Medievalism and the shocks of modernity: rewriting northern legend from Darwin to World War II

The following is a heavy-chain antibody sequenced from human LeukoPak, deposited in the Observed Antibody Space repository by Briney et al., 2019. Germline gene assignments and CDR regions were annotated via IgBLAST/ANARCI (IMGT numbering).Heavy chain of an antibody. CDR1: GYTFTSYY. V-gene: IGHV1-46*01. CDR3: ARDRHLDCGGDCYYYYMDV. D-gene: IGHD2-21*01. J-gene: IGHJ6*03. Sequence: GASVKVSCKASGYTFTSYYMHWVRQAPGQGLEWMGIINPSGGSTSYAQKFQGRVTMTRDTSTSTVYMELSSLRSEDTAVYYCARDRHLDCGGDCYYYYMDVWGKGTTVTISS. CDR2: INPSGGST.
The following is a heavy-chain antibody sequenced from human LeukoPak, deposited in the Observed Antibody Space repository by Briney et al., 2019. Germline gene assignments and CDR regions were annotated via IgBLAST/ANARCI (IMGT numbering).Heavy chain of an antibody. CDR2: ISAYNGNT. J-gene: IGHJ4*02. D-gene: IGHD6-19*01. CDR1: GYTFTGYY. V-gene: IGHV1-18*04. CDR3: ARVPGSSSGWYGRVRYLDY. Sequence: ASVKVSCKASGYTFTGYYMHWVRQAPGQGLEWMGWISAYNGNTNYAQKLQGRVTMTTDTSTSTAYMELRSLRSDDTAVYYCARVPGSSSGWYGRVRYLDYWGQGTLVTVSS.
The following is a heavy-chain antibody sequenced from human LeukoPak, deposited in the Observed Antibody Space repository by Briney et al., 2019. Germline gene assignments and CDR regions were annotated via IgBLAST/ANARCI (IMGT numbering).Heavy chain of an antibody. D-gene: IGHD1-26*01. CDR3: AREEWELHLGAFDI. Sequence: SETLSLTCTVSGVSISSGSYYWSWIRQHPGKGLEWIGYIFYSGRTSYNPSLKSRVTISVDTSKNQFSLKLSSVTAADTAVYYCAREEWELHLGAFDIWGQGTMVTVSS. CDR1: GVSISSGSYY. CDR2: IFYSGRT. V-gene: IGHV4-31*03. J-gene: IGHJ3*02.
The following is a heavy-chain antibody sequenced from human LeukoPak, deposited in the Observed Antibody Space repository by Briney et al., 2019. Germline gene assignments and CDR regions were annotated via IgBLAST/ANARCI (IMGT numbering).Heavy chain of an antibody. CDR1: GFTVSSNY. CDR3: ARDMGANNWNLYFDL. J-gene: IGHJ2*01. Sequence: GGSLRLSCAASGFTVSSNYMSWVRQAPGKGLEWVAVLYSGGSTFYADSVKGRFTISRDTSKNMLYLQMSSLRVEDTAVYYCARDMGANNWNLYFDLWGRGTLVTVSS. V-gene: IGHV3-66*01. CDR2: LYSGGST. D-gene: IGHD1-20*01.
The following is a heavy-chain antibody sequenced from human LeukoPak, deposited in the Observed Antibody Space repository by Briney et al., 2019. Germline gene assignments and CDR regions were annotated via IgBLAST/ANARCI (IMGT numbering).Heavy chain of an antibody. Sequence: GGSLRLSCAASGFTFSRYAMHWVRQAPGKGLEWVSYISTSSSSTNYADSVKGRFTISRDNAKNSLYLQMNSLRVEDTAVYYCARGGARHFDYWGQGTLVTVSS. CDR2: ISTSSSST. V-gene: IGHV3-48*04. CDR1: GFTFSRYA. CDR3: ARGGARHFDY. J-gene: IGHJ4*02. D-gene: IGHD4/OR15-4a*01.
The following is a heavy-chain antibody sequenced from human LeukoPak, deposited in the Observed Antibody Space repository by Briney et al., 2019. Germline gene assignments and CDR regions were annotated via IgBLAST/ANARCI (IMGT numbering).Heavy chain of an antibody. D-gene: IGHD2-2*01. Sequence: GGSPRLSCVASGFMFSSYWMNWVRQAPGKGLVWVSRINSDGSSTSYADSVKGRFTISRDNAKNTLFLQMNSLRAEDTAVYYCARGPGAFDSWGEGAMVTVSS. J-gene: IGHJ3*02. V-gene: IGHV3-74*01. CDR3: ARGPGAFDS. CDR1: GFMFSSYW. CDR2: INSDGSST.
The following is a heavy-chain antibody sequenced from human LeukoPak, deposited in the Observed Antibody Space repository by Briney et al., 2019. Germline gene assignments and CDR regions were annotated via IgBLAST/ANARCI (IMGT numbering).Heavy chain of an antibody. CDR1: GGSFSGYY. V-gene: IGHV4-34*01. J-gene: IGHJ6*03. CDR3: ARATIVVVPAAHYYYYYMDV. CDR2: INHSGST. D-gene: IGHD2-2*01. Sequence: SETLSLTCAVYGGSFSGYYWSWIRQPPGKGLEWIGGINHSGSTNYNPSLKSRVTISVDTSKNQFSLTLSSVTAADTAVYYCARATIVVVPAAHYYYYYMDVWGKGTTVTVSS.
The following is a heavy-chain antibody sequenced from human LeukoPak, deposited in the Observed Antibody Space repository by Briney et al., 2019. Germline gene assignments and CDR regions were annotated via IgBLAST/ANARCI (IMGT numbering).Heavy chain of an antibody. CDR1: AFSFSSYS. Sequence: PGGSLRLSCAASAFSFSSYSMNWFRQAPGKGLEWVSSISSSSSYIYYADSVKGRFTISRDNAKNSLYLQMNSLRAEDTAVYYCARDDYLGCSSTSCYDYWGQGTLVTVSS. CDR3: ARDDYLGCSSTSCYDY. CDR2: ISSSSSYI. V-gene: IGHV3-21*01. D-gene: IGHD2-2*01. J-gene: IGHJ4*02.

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Literary medievalism has always been critically controversial; it has often been dismissed as reactionary or escapist. This survey of major medievalist writers from America, England, Ireland and Iceland aims to demonstrate instead that medievalism is one of the characteristic literatures of modernity. Whereas realist fiction focuses on typical, plausible or common experiences of modernity, medievalist literature is anything but reactionary, for it focuses on the intellectual circumstances of modernity. Events such as the Enlightenment, the Industrial Revolution, many political revolutions, the world wars, and the scientific discoveries of Isaac Newton (1643-1727) and above all those of Charles Darwin (1809-1882), each sent out cultural shockwaves that changed western beliefs about the nature of humanity and the world. Thus, intellectual anachronisms pervade medievalist literature, as some of the greatest writers of modern times offer new perspectives on old legends. The first chapter of this study focuses on the impact of Darwin’s ideas on Victorian epic poems, particularly accounts of natural evolution and supernatural creation. The second chapter describes how late Victorian medievalists, abandoning primitivism and claims to historicity, pushed beyond the form of the retelling by simulating medieval literary genres. The third chapter crosses into the twentieth century and examines the relationship between the skepticism of a new generation of medievalist writers and their exploration of radical new possibilities in artificial mythology. The fourth chapter examines the gender dynamics of medievalist works, discussing how medievalist writers reinterpreted stock character types through metafiction. The final chapter’s focus is on war, propaganda, and human nature; it documents the iconoclastic trend in postwar medievalism, as writers examine the role of literature in encouraging nationalism and organized violence. Tying together the major threads of medievalism from the previous chapters, this final chapter chases the greatest shockwave of the twentieth century through inverted medieval landscapes where the author may be the greatest villain of all. Rejecting the critical Balkanization of medievalism, this study instead offers a unified view of nineteenth- and twentieth-century responses to northern legend, one which shows medievalism closely tracking the shocks of modernity.